Mbadugha’s Fictive Narrative Raises Concern About Women’s Issues

By Anote Ajeluorou

IT is not just because she is also a woman. It isn’t also because she is a medical doctor, an ophthalmologist. It is simply because the conditions of women Dr. Mbadugha address in her first collection of short stories are rampant, entrenched in society and continue to cause headache to many women. It is also because much as these issues or practices harm women, positive attitude towards eradicating them seems elusive and women continue to suffer conditions not of their own making. These are the concerns she exposes in Beyond the Trial.
  Widowhood, teenage pregnancy and wife-beating are some of the issues still militating against the ability of some women to develop to their full capacities and contribute meaningfully to society. Many women continue to reel under the yoke of painful widowhood rites combined with lack of written wills made by husbands to provide for their loved ones. This renders many wives penniless in the hands of greedy in-laws. And then how do young girls escape the trap of teenage pregnancy so they could aspire to their highest levels of personal achievements?
  These issues came to the fore recently at the presentation of Mbadugha’s debut collection at Institute of Medical Research, Yaba, Lagos. Mbadugha is insistent that society continues to ignore the cries of women who suffer the failure of their men to provide for the future through making a will that curtails the incursion of extended family members to deny them their entitlement when the man is no longer there to provide and defend his family. She called on men to stop the age-old practice of swooping on the wealth of the deceased and denying bereaved women of their husband’s property, which hinders the wellbeing of such women as well as the education of their children.
  In a form of advocacy, Mbadugha has taken to writing about these nagging issues to further raise awareness about them in society. The issues are as psychological as they are medical and Mbadugha said society’s health is at stake when a section of it is continuously put under stress that has implication for the entire society.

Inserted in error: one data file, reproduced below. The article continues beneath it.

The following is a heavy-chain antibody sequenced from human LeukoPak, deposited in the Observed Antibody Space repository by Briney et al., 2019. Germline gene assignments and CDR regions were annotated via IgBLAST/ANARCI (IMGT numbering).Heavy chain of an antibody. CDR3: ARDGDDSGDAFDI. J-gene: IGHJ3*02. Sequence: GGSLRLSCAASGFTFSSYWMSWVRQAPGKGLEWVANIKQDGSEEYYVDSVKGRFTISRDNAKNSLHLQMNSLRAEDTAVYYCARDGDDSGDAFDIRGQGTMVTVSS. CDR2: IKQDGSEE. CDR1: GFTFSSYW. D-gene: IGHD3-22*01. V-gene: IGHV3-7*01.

“I wrote Beyond the Trial with young adults and parents in mind. It’s about how relationships, friendships can affect young people negatively, especially when they cannot confide in the adults in their lives. It’s a book of inspiration for young ones to be able to open up to their parents on things bordering them. It’s hopeful and reflective about our situations. It’s also for parents to be close to their children and how through such closeness they can help young people steer the right path”.
  She also composed a theme song for the book which she sang with gusto at the event to the admiration of guests. She sang it to the accompaniment of music from a keyboard and saxophone.
  Chairman of the event and former Lagos State Commissioner for Health Dr. Leke Pitan commended the medical practitioner for finding time to write. According to him, “We have seen another facet of Mbadugha. You’re a multifaceted, talented, disciplinary person. Given our profession, that is a rarity. We doctors just face it. The training requires that you don’t veer off from medicine. Many don’t believe medicine should be mixed with mundane things as the arts. They feel something must give.
  “I’m highly impressed. But not surprised. Mentally, Mbadugha is way beyond average. You are a pride to the medical profession. There’s a lot to learn from you and your book. I hope many more of us can borrow a leaf from her and show the many facets of us in the medical profession. We look forward to a CD from you”.